How to improve the gender balance in your setting
The first thing to do if you want to attract more males into early years is to make a commitment in your setting to positively and actively recruit more men. This includes getting a buy-in from your management team and tackling any prejudices or unconscious biases that may exist in your setting first.
The organisation MITEY (males in the early years) has published a practical guide for early years employers on how to attract more men into their settings and encourages settings to sign up to the MITEY Charter. You can download the guide free from their website (see link below).
Some ideas for recruiting more males and apprentices include:
- Setting a recruitment goal to recruit more men
- Hold open days targeted at male recruits
- Work with colleges, schools and local job centres in your recruitment
- Visit local school and college career fairs
- Use images and posters of male practitioners around your settings
- Always talk professionally about the early years to raise the profile of the profession
- Promote any vacancies via fathers who use your setting along with other male network opportunities, as well as mothers
- Replace “feminised” job titles such as “nursery nurse” with more gender- neutral terms such as “early years practitioner”
- Talk about and promote the qualifications that early years professionals can achieve, including up to degree and post-degree level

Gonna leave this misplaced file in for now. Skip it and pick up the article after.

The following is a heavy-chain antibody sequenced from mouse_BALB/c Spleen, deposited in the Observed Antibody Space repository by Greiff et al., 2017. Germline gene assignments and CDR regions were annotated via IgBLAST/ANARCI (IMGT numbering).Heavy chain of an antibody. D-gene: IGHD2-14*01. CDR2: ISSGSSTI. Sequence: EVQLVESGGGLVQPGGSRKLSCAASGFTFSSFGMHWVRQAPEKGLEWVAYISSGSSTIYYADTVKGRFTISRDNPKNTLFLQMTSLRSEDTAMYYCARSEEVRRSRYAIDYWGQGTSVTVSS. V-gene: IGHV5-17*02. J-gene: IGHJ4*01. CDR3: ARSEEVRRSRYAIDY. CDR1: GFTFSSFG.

- Look at local pay rates and offer rates that are as competitive as possible
- Aim for diversity and inclusion at all times
- Include images of men and male case studies in job advertisements, to support the assumption that male applicants are welcome
- Promote early years and other caring jobs to boys of all ages within your setting
- Support any male employers you do have and foster links with local male networks
Apprenticeships are a good way to encourage young people into work and more and more school leavers are now looking to improve their career chances and gain qualifications via this route. Parenta work nationally to recruit suitable apprentices to study for Level 3 childcare qualifications and you can contact the training arm on trainingadvisor@parenta. com for more information about our training and recruitment procedures.
Men in the Early Years (MITEY)